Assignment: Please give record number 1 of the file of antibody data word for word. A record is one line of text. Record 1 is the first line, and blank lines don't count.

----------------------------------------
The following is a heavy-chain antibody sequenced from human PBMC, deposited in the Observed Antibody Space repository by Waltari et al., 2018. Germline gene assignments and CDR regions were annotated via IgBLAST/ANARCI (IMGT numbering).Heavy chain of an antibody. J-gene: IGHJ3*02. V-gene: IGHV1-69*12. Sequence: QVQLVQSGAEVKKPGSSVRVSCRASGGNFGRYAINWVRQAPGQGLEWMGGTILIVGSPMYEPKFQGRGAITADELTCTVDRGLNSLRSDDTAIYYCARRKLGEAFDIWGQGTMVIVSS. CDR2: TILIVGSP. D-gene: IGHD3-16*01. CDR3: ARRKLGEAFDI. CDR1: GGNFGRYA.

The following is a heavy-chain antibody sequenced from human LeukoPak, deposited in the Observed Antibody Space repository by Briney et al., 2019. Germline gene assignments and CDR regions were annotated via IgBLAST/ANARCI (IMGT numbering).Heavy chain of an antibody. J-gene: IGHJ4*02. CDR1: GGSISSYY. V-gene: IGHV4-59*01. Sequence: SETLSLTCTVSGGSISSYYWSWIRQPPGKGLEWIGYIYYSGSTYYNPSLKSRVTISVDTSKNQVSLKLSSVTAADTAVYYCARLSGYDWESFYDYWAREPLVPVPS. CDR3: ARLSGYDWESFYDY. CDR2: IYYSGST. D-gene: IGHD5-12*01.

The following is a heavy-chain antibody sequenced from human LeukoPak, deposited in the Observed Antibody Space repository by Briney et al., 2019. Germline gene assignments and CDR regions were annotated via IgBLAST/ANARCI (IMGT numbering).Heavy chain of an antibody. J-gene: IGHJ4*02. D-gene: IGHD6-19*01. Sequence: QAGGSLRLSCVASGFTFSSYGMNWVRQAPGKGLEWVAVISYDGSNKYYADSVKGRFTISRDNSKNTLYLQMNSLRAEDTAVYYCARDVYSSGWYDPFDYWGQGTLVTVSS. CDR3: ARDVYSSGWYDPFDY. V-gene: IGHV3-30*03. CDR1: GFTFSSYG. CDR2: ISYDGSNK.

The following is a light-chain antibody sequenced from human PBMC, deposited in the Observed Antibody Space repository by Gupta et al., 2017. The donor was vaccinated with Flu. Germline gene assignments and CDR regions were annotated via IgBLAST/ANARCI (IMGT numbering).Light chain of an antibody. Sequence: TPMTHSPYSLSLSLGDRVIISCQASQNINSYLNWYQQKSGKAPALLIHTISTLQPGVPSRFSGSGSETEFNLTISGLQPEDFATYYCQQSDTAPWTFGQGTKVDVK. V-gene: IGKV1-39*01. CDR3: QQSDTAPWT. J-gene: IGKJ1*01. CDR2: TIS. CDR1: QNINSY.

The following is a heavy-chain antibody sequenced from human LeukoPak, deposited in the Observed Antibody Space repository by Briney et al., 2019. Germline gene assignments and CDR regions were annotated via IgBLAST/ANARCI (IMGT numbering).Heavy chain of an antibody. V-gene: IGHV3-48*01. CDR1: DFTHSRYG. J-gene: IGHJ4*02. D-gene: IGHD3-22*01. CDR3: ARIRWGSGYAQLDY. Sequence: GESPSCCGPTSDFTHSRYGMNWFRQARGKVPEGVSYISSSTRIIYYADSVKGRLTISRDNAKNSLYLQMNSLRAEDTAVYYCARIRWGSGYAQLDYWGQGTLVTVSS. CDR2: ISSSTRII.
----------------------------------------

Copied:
The following is a heavy-chain antibody sequenced from human PBMC, deposited in the Observed Antibody Space repository by Waltari et al., 2018. Germline gene assignments and CDR regions were annotated via IgBLAST/ANARCI (IMGT numbering).Heavy chain of an antibody. J-gene: IGHJ3*02. V-gene: IGHV1-69*12. Sequence: QVQLVQSGAEVKKPGSSVRVSCRASGGNFGRYAINWVRQAPGQGLEWMGGTILIVGSPMYEPKFQGRGAITADELTCTVDRGLNSLRSDDTAIYYCARRKLGEAFDIWGQGTMVIVSS. CDR2: TILIVGSP. D-gene: IGHD3-16*01. CDR3: ARRKLGEAFDI. CDR1: GGNFGRYA.